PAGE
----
Executive Vice President – Western Region
Gavin Reed joined Resilience in 2021 as EVP Western Region, spending ten years in the London market in various broking and underwriting roles across all financial lines. He began his insurance career at Marsh as a broker before joining Hiscox and then CNA in London.
Cyber Underwriters Combat Evolving Cyber Threats With New Tools and Approaches
Today’s underwriters are positioned to help make companies safer through a multipronged strategy based on continuous improvement and technology-supported insights in the pursuit of an effective defense.
The complicated, evolving world of cyber attacks seems to get scarier and more dire all the time. Increased remote working, the spread of ‘ransomware-as-a-service,’ and the evolution of cryptocurrency in the last year have helped fuel an explosive rise in debilitating ransomware attacks that caught organizations off guard and increased anxiety in boardrooms everywhere.
Thousands of government, education, and business organizations are being targeted by cyber criminals who hold their data and networks hostage in exchange for big payouts. Relatively uncommon a few years ago—or at least less widespread and less severe—such attacks have reached epidemic proportions, increasing by 485 percent in 2020 over the previous year, according to the 2020 Consumer Threat Landscape Report by Bitdefender. Estimated payouts surged by more than 300 percent in 2020 to $350 million, according to Combating Ransomware by the Ransomware Task Force (RTF).
Attacks can be catastrophic by threatening finances, operations, safety, and reputation, and can also make organizations subject to lawsuits and penalties under compliance regulations.
“The ransomware threat continues to worsen by the day, and the consequences of waiting to respond could be disastrous,” the RTF report warns.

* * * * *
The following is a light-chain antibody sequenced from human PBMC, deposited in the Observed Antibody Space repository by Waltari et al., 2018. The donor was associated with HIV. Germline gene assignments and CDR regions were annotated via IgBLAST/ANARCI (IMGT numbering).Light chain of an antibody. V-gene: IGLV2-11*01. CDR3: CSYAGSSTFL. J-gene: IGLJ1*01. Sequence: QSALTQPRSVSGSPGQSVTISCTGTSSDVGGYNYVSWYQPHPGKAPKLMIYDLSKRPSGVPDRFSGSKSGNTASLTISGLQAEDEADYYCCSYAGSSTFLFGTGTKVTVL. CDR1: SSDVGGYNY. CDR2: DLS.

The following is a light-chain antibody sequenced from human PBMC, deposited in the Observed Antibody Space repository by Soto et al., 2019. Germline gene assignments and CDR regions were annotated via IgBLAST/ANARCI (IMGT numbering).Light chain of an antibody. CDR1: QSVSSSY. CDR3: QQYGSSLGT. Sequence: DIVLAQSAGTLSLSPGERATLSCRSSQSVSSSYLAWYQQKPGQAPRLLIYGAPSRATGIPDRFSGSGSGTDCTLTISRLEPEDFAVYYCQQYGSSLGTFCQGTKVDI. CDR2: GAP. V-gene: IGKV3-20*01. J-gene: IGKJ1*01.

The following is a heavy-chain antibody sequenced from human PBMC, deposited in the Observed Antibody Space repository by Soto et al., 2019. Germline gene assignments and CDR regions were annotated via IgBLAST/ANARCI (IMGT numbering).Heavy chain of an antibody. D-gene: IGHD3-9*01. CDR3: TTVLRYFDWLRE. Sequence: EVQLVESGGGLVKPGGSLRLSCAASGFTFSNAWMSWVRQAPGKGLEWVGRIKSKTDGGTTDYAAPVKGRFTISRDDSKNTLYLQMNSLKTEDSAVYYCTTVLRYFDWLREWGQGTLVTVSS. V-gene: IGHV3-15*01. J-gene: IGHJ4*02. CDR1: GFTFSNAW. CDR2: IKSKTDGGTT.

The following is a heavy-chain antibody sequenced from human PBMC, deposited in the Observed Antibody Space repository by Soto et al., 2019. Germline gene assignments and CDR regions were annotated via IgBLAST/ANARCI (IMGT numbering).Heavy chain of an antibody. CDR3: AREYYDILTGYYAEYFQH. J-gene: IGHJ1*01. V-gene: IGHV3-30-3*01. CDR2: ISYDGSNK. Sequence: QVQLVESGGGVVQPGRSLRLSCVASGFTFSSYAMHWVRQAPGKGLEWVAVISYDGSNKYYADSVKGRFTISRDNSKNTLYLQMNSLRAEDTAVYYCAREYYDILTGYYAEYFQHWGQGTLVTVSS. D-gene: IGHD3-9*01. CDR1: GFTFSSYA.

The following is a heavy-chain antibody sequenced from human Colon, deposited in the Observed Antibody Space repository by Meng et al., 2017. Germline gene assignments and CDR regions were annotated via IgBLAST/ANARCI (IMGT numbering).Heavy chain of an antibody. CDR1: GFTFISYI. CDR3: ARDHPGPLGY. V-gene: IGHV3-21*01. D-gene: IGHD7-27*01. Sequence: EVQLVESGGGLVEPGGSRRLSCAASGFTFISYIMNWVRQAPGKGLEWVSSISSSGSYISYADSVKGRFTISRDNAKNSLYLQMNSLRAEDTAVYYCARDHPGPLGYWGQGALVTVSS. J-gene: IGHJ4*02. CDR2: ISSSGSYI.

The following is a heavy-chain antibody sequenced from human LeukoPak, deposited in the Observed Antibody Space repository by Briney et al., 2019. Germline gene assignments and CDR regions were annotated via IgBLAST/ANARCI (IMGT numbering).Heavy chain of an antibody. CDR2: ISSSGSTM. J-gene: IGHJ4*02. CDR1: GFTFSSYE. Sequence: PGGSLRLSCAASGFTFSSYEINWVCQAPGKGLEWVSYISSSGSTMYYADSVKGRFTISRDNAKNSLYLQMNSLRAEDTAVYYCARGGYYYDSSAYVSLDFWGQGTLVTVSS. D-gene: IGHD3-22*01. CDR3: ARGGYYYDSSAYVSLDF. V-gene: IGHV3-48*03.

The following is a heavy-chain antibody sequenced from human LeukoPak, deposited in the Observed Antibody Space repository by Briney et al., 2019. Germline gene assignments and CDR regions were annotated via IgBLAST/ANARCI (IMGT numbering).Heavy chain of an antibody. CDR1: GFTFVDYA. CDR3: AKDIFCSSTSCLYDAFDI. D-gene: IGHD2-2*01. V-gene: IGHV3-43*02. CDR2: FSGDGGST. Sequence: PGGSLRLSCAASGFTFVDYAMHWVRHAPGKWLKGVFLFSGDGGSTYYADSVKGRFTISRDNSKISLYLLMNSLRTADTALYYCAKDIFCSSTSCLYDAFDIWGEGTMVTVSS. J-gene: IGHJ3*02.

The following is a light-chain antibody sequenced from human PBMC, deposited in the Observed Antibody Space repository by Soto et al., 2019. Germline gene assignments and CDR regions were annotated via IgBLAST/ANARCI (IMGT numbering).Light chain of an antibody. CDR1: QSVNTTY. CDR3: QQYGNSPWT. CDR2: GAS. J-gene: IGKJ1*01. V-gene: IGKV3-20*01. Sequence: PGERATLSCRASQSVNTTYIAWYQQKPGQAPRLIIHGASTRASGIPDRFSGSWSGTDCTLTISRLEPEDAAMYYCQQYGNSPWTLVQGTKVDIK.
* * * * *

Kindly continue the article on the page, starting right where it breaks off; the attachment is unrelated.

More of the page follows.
Cyber crooks used to aim their attacks at the largest companies, but nowadays they target small and mid-size organizations as well. No one is immune. The bad news is it’s incredibly lucrative and easy to target large numbers of companies, and collectively, the bad guys have the upper hand.
As organizations have increased their reliance on data and web-based strategies, the growing complexity and online exposure have created opportunities for attackers through new vulnerabilities.
The resulting higher risk exposures have caused an abrupt tightening of the cyber insurance market in recent months, with premiums rising significantly, sub-limits and co-insurance being applied to ransomware incidents, and even denials of applicants considered higher risk due to poor controls or system vulnerabilities.
In the face of a challenging and shifting market, the good news is that it is possible for organizations to defend themselves and manage risk by adopting a thoughtful strategy that includes robust security controls and partnering with knowledgeable advisors, including cyber insurance providers.
To obtain insurance, companies these days must have security features in place, such as multi-factor authentication, network segmentation, regular data backups that are also stored offline, security awareness training for employees, and endpoint detection and response.
In the game of whack-a-mole that has characterized the response to shifting cyber threats, cyber insurance underwriting has lately seen a dramatic transformation in the capability to keep pace with the threat. The best cyber insurance providers have integrated security expertise and incident responders into the risk equation—assessment, engineering, and transfer. They are armed with the knowledge and tools to understand and respond to these changing threats, and the client views them as a long-term, cyber wellness partner.